Baldree: A lot of us worked on all of the Diablo games, and all of us have worked on action-RPGs for a lot of years. And we were working on an action-RPG, Mythos, when (Flagship Studios) closed. So I think it was kind of just a momentum thing. We wanted to finish what we started with the Mythos project, and we thought we were on to something pretty cool with that so we didn't really debate it much. When we started the new studio, we were like, "Let's get a real cool-looking action-RPG going as fast as possible."

And having worked on Mythos and Diablo, did you try to differentiate Torchlight from those games? What did you take from those projects and what did you try to avoid?

Baldree: We definitely wanted to approach it with a different visual style and tone, because we're really not trying to make Diablo. We're making a game in that genre, so we consciously went for a more Pixar kind of look to things. Overall, the look of the game isn't quite as grim.

Schaefer: I think also we brought a lot of lessons from the development of action-RPGs from those projects. We learned a lot about the process of making them and how to do them efficiently, and I think we've applied those lessons to the single-player version and will apply the lessons from the single-player version to the MMO. I think every time you do it, you get a little better at it.



Obviously, just from having worked on Diablo and creating a game in the same genre, people are going to make inevitable comparisons to the past Diablo games and the upcoming Diablo III. How do you feel about those comparisons?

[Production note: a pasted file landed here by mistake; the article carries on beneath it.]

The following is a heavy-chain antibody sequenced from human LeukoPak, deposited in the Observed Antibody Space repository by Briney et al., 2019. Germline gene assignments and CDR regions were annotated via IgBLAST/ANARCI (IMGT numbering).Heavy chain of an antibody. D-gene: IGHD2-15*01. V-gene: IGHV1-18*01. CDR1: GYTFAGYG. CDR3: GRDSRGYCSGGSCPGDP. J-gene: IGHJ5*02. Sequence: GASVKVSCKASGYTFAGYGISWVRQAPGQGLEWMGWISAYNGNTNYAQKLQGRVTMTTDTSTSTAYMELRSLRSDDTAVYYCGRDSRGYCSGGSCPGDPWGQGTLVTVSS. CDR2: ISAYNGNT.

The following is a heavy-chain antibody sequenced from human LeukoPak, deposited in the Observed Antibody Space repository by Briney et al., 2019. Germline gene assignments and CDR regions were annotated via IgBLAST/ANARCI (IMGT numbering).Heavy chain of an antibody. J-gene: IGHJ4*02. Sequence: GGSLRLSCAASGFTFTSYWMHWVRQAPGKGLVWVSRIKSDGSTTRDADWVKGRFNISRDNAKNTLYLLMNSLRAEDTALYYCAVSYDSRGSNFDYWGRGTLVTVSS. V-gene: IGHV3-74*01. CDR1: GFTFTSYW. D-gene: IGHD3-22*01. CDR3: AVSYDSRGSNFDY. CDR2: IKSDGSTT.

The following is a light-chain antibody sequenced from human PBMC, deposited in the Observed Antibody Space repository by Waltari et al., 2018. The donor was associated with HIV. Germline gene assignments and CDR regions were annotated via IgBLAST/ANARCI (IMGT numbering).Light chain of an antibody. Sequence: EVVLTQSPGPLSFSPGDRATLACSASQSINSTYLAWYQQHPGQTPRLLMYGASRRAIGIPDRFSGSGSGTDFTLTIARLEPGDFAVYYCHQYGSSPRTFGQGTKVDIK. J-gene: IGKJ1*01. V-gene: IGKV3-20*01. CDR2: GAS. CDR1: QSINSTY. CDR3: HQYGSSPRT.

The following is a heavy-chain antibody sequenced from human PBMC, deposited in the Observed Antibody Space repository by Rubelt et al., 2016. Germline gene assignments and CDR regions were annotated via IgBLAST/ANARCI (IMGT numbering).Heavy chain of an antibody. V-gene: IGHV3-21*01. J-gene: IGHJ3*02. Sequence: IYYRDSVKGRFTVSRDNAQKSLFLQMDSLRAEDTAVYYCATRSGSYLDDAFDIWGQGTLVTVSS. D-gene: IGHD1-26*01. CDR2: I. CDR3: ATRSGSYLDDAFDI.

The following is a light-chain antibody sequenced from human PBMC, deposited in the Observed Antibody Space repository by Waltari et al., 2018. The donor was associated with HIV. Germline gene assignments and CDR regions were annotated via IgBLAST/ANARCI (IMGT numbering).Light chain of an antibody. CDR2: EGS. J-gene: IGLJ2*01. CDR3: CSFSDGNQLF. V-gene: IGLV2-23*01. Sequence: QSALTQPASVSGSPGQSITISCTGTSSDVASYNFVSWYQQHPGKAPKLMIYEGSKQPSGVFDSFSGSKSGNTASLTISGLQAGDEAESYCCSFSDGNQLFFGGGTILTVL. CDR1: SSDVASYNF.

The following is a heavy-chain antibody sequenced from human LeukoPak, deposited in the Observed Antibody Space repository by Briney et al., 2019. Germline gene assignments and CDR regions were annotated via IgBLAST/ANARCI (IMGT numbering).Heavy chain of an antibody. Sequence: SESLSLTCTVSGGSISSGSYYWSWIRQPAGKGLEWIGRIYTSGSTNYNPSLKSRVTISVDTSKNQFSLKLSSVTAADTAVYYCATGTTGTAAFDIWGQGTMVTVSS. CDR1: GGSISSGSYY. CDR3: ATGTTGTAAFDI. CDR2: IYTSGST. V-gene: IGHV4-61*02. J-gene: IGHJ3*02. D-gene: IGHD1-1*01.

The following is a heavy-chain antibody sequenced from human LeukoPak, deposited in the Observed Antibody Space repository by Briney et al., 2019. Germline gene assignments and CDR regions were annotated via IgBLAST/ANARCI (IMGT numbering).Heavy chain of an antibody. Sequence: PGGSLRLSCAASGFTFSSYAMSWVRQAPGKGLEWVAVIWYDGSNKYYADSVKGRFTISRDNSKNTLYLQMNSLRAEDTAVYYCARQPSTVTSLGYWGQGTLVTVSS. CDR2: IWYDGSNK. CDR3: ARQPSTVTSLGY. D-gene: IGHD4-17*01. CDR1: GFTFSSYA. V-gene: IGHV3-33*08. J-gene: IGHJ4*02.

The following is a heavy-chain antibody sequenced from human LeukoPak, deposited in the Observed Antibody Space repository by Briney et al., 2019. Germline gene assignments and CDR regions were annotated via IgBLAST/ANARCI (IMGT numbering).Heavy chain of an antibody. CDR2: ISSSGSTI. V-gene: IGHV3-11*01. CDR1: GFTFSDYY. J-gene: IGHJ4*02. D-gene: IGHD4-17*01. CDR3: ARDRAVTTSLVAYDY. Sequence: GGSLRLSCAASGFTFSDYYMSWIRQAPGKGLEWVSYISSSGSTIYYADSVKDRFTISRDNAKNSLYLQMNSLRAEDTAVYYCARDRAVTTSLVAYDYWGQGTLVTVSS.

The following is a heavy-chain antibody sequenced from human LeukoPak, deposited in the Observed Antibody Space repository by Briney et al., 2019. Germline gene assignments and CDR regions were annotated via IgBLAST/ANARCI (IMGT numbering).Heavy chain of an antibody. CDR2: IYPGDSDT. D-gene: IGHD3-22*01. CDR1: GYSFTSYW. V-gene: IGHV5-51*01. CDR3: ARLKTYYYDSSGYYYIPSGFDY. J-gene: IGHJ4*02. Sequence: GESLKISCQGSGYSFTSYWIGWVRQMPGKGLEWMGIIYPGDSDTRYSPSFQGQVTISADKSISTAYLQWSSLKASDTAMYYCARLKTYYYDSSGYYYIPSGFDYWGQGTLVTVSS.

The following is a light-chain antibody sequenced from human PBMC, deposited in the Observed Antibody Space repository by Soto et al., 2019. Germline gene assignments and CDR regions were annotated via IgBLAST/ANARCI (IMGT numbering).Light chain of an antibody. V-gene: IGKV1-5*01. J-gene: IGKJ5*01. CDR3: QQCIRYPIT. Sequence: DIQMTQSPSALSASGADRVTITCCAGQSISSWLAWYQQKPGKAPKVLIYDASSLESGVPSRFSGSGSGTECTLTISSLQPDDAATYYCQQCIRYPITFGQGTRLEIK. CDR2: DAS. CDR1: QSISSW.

Schaefer: I think it can't do anything but help. I mean, Diablo III is a relatively high-profile project with some pretty significant expectations, so as long as the comparisons aren't discouraging we're pretty happy with it. And obviously that is going to be the comparison. I think one of the reasons we've picked this genre is we feel that there aren't enough games in it. There are a million games that play like WoW, but there really aren't a lot of good action-RPGs or MMOs out there. So yeah, obviously, Diablo is the biggest one and therefore we're compared to that. But I think that's kind of testament to the fact that there aren't that many good ones.

Can you comment on some of Torchlight's similarities to Diablo?

Schaefer: I think there are interface conventions that are not just from Diablo and Torchlight that people use because there's no point in reinventing something that everyone already knows how to use and is already comfortable with. It's kind of just frustrating to figure out how interface works or how a skill tree functions when everyone already knows the standard way to do it. So we didn't want to reinvent how you control one of these games or what they look like, we just wanted to give you a new and fresh take on it.

And Diablo certainly didn't invent a lot of those things that people would say are striking similarities. We consciously used things from other games that worked and felt right. And I think every game does that. How many games use the WASD keys and mouse look controls? It's because it's good, and it works. People know how to do it.

Baldree: I think it gets down to the fact that the genre right now doesn't have that many games in it. Right now you have Borderlands, Rage and Fallout 3. All of which are post-apocalyptic, semi-RPG shooters. But the genre is so large at this point that the internal comparisons aren't made as much.

Fair enough... but you could've added a pants slot!


Baldree:
(laughs) The pants slot comes in the MMO!

This article was originally published on Massively.